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I want to paint some wood furniture with an oil based paint using a sprayer. What type sprayer do I need?

I don't need anything fancy, but something that will spray furniture and get a good coverage.

I've read about HVLP spray guns, but don't know if it's appropriate for what I'm wanting to use it for.

I have an air compressor without a tank. Is it possible to get equipment to use this as a spray painter?

8 Answers

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  • 1 decade ago
    Favorite Answer

    Hi...

    In my opinion, there is no better way to paint furniture than with a high quality oil based enamel applied by an HVLP gun.

    The advantage of an HVLP gun versus a conventional gun is you can generate the necessary CFM (cubic feet per minute) to atomize paint at a much, much lower PSI (approximately 20-25 pounds for conventional versus 4-7 pounds HVLP)...4 pounds of pressure is like blowing through a straw...

    This lower PSI results in a much higher efficiency of paint to surface (approximately 60% conventional versus 96% HVLP) which saves time (in clean-up) and material (less product is lost in the air through overspray or "fogging").

    You can buy an HVLP gun that sprays directly from an air compressor (you will need an air regulator) or you can buy an HVLP system that includes the gun and turbine (a 3 or 4 stage turbine will provide better atomization of paint and result in a smoother application...4 stages are also the preferred turbines to atomize latex / acrylic paints). Either type will provide a similar efficiency ratio.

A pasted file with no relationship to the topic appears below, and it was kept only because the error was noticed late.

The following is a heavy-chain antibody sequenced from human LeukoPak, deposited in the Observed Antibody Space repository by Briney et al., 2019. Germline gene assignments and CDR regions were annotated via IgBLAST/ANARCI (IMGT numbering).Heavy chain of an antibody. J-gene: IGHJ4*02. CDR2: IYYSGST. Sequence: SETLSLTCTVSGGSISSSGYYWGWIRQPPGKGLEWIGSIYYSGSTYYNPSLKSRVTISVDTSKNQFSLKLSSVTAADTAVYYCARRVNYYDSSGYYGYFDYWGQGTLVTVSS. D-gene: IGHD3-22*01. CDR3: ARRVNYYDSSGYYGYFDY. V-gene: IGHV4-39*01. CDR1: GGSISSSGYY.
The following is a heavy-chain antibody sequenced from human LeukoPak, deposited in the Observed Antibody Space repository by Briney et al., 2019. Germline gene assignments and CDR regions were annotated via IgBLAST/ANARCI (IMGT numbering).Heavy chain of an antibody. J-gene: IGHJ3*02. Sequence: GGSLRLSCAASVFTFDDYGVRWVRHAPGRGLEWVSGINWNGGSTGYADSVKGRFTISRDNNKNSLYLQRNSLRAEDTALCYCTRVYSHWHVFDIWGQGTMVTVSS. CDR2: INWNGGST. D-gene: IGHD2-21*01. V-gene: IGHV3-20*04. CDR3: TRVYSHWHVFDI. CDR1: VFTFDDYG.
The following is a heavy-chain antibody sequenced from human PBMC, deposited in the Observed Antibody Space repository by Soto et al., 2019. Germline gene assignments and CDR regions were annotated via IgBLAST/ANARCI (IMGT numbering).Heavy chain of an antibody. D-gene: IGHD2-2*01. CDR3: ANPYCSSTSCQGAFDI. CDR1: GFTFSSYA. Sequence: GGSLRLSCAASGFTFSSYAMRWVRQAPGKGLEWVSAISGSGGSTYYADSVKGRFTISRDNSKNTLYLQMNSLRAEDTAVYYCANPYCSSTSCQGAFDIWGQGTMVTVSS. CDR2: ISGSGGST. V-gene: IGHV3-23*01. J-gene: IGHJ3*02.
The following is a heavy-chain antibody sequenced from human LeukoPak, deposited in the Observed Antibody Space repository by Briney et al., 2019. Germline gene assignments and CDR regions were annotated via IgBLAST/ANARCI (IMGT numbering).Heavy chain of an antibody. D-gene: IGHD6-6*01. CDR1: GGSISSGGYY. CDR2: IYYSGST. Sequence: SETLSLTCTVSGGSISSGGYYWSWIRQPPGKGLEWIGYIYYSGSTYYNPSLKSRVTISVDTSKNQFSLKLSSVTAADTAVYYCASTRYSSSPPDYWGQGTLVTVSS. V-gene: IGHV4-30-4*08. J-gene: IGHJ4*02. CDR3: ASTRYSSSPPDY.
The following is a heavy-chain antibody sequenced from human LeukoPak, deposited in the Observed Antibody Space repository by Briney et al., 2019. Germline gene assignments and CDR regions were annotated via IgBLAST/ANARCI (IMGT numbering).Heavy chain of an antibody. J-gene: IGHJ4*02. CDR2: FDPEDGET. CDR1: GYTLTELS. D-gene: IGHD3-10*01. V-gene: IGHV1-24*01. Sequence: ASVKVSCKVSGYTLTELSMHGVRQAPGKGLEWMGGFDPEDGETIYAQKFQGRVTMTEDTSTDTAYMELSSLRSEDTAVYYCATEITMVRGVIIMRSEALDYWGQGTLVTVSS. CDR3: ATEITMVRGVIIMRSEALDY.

Spraying with HVLP requires a little bit of practice. Spray a couple of scrap boards to get your controls (air & material) set properly and don't try and cover the surface with one or two passes. The best way to build a beautiful, smooth finish is to "mist" several application until the surface is thoroughly coated. Try and keep your gun within 4 - 8 inches from the surface and always keep your spray fan perpendicular to the surface being painted. Any further than 8" and you will experience "fogging"...anything closer than 3 - 4" will result in "bounce back" which is essentially the same thing as fogging. Bounce back and fogging are both factors that decrease your unit's efficiency.

    NEVER adjust your air pressure above that which is necessary to atomize paint. Increasing pressure beyond that point will not allow you to paint faster but will only result in more wasted material through overspray.

    Finally, don't even consider using airless spray for fine finishing (although many people do)...While (theoretically) you don't get overspray with airless, you will get bounce back in a big way...airless sprayers generally require between 300 - 1000 pounds of pressure to atomize paint and are designed for production work (large irregular surfaces such as drywall and concrete block walls for example)...At that amount of pressure, with a pump designed to kick out anywhere from 1/4 - 1 gallon per minute....you can't move that fast to coat furniture with the proper amount of film build...